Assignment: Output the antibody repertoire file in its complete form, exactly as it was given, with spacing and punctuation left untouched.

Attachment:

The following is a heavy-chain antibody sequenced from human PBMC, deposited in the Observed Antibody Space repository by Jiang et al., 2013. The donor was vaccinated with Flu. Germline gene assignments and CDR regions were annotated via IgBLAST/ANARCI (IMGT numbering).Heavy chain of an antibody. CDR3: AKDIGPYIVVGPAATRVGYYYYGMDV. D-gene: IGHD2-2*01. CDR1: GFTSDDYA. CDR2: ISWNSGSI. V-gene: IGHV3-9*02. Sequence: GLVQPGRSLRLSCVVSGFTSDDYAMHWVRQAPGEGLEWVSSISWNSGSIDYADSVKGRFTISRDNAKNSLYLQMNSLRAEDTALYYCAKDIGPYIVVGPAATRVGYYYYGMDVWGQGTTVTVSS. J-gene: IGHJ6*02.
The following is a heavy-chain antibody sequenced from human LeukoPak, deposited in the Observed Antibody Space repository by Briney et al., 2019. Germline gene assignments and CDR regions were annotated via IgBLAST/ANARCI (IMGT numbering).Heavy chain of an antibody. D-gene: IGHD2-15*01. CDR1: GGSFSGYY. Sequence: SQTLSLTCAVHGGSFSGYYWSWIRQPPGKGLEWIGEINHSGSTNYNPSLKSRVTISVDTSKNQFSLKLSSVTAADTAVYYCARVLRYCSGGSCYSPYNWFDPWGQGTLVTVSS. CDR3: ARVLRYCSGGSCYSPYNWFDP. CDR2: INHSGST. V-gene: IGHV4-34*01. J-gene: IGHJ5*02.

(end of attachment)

The following is a heavy-chain antibody sequenced from human PBMC, deposited in the Observed Antibody Space repository by Jiang et al., 2013. The donor was vaccinated with Flu. Germline gene assignments and CDR regions were annotated via IgBLAST/ANARCI (IMGT numbering).Heavy chain of an antibody. CDR3: AKDIGPYIVVGPAATRVGYYYYGMDV. D-gene: IGHD2-2*01. CDR1: GFTSDDYA. CDR2: ISWNSGSI. V-gene: IGHV3-9*02. Sequence: GLVQPGRSLRLSCVVSGFTSDDYAMHWVRQAPGEGLEWVSSISWNSGSIDYADSVKGRFTISRDNAKNSLYLQMNSLRAEDTALYYCAKDIGPYIVVGPAATRVGYYYYGMDVWGQGTTVTVSS. J-gene: IGHJ6*02.
The following is a heavy-chain antibody sequenced from human LeukoPak, deposited in the Observed Antibody Space repository by Briney et al., 2019. Germline gene assignments and CDR regions were annotated via IgBLAST/ANARCI (IMGT numbering).Heavy chain of an antibody. D-gene: IGHD2-15*01. CDR1: GGSFSGYY. Sequence: SQTLSLTCAVHGGSFSGYYWSWIRQPPGKGLEWIGEINHSGSTNYNPSLKSRVTISVDTSKNQFSLKLSSVTAADTAVYYCARVLRYCSGGSCYSPYNWFDPWGQGTLVTVSS. CDR3: ARVLRYCSGGSCYSPYNWFDP. CDR2: INHSGST. V-gene: IGHV4-34*01. J-gene: IGHJ5*02.